Salvia, common name Sage, are a wide species, (900 in the genus) and those usually found growing in our gardens are the evergreen varieties and also herbaceous perennials, which die back over winter. Generally, most Salvia are best grown in a sunny position, on light, sandy, well drained soil. When Salvia are grown in soil which is too rich, or in reduced sun such as dappled shade, they have a tendency to become leggy.
Salvia vary in their degree of hardiness although all will tolerate degrees of cold Salvia will tolerate cold weather better growing in well drained soil. Given that Salvia can be affected by the cold, the evergreen varieties are best left with the foliage in place over winter to provide some winter protection.
During the flowering period, dead heading the flowers or removing the flower spikes will prolong flowering. Cut back Salvia in the spring when the new shoots appear.
As a member of the sage family, Salvia like a place in the garden which is dry and with a good amount of sunshine. The leaves and plants are often aromatic making them attractive to bees. Illustrated here are varieties widely available and typical garden types of Salvia.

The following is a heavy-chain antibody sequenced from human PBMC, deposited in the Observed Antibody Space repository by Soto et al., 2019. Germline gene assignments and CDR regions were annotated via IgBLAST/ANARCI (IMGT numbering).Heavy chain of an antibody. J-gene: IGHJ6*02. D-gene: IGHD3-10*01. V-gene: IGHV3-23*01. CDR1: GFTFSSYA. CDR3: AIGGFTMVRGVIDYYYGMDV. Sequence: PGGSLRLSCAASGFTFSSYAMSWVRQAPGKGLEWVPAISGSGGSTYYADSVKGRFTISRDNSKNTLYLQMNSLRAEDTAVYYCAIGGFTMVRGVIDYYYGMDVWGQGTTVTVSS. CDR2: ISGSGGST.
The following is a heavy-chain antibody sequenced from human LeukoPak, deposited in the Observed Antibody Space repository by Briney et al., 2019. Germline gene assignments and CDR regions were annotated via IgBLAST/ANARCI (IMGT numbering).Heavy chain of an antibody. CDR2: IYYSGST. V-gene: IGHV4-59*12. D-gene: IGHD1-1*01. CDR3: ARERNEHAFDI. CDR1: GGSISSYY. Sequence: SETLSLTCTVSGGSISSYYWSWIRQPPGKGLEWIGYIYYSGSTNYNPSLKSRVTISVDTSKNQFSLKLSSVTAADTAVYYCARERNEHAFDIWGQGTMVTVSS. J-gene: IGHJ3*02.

Far left is Salvia patens 'Cambridge Blue' a lovely shade of blue and this variety has the RHS garden merit award, always a good indicator when selecting a plant to grow. This particular Salvia grows to about 75 cms and is a great addition to a sheltered border. It is H3 hardy which means only down to -5 and so may need winter protection.
The centre image is a more upright Salvia which is a really strong, almost iridescent blue, Salvia × sylvestris 'Mainacht' very attractive to bees and it will tolerate light and limited dappled shade. In some years if cut back after the first flowering it may produce a smaller second flush in late summer. Simply removing the flower spikes will keep the plant flowering.
Illustrated far right is the aptly name Salvia 'Hot lips', fully hardy down to -10 and which grows up to 1m. Salvia hot lips is best in full sun.
In the same group is the common sage which is grown as a culinary herb, ( ideal with pork and sausages,) but Sage makes a nice border plant in it's own right separate from it's culinary uses. It has attractive soft, grey green leaves and a low growing compact habit. If it out grows its space, or spills over onto a path it can be cut back and responds well even if cut into the wood. It is a perennial evergreen growing to around 45-60 cms (1.5-2 ft tall)
Salvias also look great in a mixed border and are good companion plants to many of our popular garden plants.
If Salvia is not the plant you are looking for check out other Summer flowering plants and shrubs.